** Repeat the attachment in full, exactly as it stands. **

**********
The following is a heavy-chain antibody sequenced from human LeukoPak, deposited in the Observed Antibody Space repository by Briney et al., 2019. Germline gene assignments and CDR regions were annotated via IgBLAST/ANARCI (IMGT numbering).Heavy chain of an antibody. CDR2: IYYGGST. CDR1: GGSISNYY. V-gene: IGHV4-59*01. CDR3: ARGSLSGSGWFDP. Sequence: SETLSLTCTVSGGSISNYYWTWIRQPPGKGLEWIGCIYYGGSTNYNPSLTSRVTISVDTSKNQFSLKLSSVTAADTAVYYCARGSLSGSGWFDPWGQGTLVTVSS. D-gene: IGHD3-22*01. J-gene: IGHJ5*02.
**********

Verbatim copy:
The following is a heavy-chain antibody sequenced from human LeukoPak, deposited in the Observed Antibody Space repository by Briney et al., 2019. Germline gene assignments and CDR regions were annotated via IgBLAST/ANARCI (IMGT numbering).Heavy chain of an antibody. CDR2: IYYGGST. CDR1: GGSISNYY. V-gene: IGHV4-59*01. CDR3: ARGSLSGSGWFDP. Sequence: SETLSLTCTVSGGSISNYYWTWIRQPPGKGLEWIGCIYYGGSTNYNPSLTSRVTISVDTSKNQFSLKLSSVTAADTAVYYCARGSLSGSGWFDPWGQGTLVTVSS. D-gene: IGHD3-22*01. J-gene: IGHJ5*02.